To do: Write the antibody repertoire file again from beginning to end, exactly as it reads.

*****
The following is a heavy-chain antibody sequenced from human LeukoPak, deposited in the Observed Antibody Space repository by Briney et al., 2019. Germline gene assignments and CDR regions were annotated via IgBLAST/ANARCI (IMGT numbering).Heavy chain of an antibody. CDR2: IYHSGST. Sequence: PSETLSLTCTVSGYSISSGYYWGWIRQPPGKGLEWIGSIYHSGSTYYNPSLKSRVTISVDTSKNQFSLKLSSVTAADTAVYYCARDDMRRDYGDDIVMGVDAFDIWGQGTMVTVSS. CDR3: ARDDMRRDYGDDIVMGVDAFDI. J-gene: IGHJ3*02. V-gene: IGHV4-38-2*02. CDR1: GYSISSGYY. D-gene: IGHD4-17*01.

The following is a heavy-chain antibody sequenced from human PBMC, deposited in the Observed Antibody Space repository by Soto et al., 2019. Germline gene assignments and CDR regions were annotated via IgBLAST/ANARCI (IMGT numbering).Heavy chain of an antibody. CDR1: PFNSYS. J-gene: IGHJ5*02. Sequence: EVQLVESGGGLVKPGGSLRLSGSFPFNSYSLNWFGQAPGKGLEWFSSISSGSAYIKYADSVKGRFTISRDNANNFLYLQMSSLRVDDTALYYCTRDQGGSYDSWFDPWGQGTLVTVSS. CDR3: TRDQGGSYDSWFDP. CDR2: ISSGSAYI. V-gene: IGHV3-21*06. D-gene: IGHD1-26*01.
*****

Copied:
The following is a heavy-chain antibody sequenced from human LeukoPak, deposited in the Observed Antibody Space repository by Briney et al., 2019. Germline gene assignments and CDR regions were annotated via IgBLAST/ANARCI (IMGT numbering).Heavy chain of an antibody. CDR2: IYHSGST. Sequence: PSETLSLTCTVSGYSISSGYYWGWIRQPPGKGLEWIGSIYHSGSTYYNPSLKSRVTISVDTSKNQFSLKLSSVTAADTAVYYCARDDMRRDYGDDIVMGVDAFDIWGQGTMVTVSS. CDR3: ARDDMRRDYGDDIVMGVDAFDI. J-gene: IGHJ3*02. V-gene: IGHV4-38-2*02. CDR1: GYSISSGYY. D-gene: IGHD4-17*01.

The following is a heavy-chain antibody sequenced from human PBMC, deposited in the Observed Antibody Space repository by Soto et al., 2019. Germline gene assignments and CDR regions were annotated via IgBLAST/ANARCI (IMGT numbering).Heavy chain of an antibody. CDR1: PFNSYS. J-gene: IGHJ5*02. Sequence: EVQLVESGGGLVKPGGSLRLSGSFPFNSYSLNWFGQAPGKGLEWFSSISSGSAYIKYADSVKGRFTISRDNANNFLYLQMSSLRVDDTALYYCTRDQGGSYDSWFDPWGQGTLVTVSS. CDR3: TRDQGGSYDSWFDP. CDR2: ISSGSAYI. V-gene: IGHV3-21*06. D-gene: IGHD1-26*01.